Searching over 5,500,000 cases.

Buy This Entire Record For $7.95

Download the entire decision to receive the complete text, official citation,
docket number, dissents and concurrences, and footnotes for this case.

Learn more about what you receive with purchase of this case.

State v. Barr

Court of Appeals of Louisiana, First Circuit

February 28, 2019


          On Appeal from the Twenty-Second Judicial District Court In and for the Parish of St. Tammany State of Louisiana Docket No. 584986 "G" Honorable Scott Gardner, Judge Presiding

          Warren L. Montgomery District Attorney J. Bryant Clark, Jr. Assistant District Attorney Covington, Louisiana Counsel for Appellee State of Louisiana

          Mary C. Hanes New Orleans, Louisiana Counsel for Defendant/Appellant Scott Alan Barr


          McCLENDON, J.

         Defendant, Scott Alan Barr, was charged by bill of information on counts one and two with sexual battery of a victim under the age of thirteen, violations of LSA-R.S. 14:43.1C(2), and he entered a plea of not guilty. After a trial by jury, defendant was found guilty of the responsive offense of sexual battery, as to each count. Defendant was sentenced on each count to ten years imprisonment at hard labor without the benefit of probation, parole, or suspension of sentence, to be served concurrently. Defendant now appeals, assigning error to the trial court's denial of his motion for a mistrial. For the following reasons, we affirm the convictions and sentences.


         On July 22, 2016, the St. Tammany Parish Sheriff's Office received a report of sexual abuse of a child, C.S. (the victim), and deputies responded to Ochsner Medical Center in Slidell.[1] The case was assigned to Detective Carli Messina. Previous thereto, in 2014, when the victim was three years old, she and her mother, E.B., moved in with E.B.'s mother and stepfather. At the time, defendant, E.B.'s stepbrother, also lived there. According to E.B.'s trial testimony, her mother would routinely babysit the victim while E.B. was at work. E.B. further testified that the victim had a close relationship with defendant, whom she called "Uncle Ottie," "Uncle Scottie," and/or "Uncle Scott." E.B. stated that the victim would sometimes watch television and/or eat snacks in defendant's room and confirmed that they would be in the room alone at times.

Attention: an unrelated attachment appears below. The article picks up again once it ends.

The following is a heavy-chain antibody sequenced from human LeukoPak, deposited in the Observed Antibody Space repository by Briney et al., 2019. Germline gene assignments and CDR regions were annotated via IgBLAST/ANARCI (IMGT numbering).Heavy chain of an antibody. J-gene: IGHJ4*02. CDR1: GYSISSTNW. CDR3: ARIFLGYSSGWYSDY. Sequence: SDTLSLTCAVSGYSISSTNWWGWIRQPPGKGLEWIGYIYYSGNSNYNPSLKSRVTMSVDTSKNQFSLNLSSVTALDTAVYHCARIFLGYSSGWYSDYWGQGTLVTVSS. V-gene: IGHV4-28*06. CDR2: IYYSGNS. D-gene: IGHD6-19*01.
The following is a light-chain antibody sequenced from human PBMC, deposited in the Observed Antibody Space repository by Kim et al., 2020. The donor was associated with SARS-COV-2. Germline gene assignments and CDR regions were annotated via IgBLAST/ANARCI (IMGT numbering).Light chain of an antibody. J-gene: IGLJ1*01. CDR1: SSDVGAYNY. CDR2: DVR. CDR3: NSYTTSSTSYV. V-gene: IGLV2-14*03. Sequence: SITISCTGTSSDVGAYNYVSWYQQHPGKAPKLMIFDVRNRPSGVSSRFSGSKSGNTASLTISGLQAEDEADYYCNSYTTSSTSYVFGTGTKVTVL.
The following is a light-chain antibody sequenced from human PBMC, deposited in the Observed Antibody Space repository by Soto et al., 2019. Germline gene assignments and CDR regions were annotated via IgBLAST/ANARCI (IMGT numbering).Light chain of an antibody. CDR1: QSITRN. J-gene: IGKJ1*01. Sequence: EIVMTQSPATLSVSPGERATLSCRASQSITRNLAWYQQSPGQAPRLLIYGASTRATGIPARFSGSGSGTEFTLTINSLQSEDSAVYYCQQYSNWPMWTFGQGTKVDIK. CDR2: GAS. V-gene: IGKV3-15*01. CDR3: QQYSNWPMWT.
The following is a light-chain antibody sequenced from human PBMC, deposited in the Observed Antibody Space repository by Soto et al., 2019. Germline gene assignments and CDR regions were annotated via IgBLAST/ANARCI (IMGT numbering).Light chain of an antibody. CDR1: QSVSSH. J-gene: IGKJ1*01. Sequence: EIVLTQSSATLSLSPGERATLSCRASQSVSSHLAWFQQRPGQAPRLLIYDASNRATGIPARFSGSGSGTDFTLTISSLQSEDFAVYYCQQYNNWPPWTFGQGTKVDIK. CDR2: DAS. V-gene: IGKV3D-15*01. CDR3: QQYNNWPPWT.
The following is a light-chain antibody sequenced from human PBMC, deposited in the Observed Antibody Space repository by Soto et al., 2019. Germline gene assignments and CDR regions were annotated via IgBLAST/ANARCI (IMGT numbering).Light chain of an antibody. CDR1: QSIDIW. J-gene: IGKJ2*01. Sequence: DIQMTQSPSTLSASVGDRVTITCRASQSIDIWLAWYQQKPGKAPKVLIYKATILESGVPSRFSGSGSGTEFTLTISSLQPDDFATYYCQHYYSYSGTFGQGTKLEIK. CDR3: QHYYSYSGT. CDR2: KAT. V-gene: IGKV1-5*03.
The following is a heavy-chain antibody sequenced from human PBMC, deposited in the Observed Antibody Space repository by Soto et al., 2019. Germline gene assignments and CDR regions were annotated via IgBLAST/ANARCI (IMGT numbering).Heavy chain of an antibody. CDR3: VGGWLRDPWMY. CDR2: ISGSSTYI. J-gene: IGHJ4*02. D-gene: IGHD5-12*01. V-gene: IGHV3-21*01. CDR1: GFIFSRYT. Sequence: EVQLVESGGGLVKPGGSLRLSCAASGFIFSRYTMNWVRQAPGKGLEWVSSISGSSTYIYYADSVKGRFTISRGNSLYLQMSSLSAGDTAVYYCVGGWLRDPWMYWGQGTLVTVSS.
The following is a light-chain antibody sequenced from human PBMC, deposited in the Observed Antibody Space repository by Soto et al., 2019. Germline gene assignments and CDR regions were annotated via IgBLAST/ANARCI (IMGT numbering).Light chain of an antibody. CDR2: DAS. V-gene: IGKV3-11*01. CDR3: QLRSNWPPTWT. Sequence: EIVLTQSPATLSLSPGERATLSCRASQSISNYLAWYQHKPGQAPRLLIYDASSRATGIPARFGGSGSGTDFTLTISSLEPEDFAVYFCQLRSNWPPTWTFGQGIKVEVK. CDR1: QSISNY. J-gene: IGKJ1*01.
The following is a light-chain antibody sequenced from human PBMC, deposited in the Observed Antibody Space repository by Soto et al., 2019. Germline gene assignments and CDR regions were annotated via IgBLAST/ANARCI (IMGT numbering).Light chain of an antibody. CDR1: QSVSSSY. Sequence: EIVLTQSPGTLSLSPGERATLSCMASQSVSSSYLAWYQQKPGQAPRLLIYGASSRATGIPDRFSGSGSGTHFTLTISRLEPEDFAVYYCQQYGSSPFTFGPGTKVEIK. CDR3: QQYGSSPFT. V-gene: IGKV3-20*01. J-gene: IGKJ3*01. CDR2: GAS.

Around October of 2015, E.B. observed the victim as she touched herself in an unusual manner. Specifically, E.B. testified that the victim began "tugging on her nonnie" while they were in E.B.'s bedroom.[2] As defendant walked past E.B.'s bedroom, the victim stated, "Uncle Ottie, come play with my nonnie again."[3] In explaining why she did not contact the police at the time, E.B. stated that the victim was very young and that she was not sure if the victim knew what she was saying. However, the victim's statement did influence E.B. to move to a different address in order to get the victim out of the residence with defendant. On July 21, 2016, when the victim had just turned five years old, the victim told E.B. that her nonnie was hurting. When E.B. questioned her in regard to the pain, the victim stated that she had been rubbing her nonnie too hard. E.B. told the victim that she was not supposed to touch her nonnie, and at that point, the victim asked, "[I]f I can't do it, how come my Uncle Ottie can[?]" She added, "Uncle Ottie touches my nonnie." The next morning, E.B. questioned the victim and she confirmed that defendant was the only person who ever touched her nonnie. E.B. contacted the victim's pediatrician, who instructed her to take the victim to Ochsner Medical Center.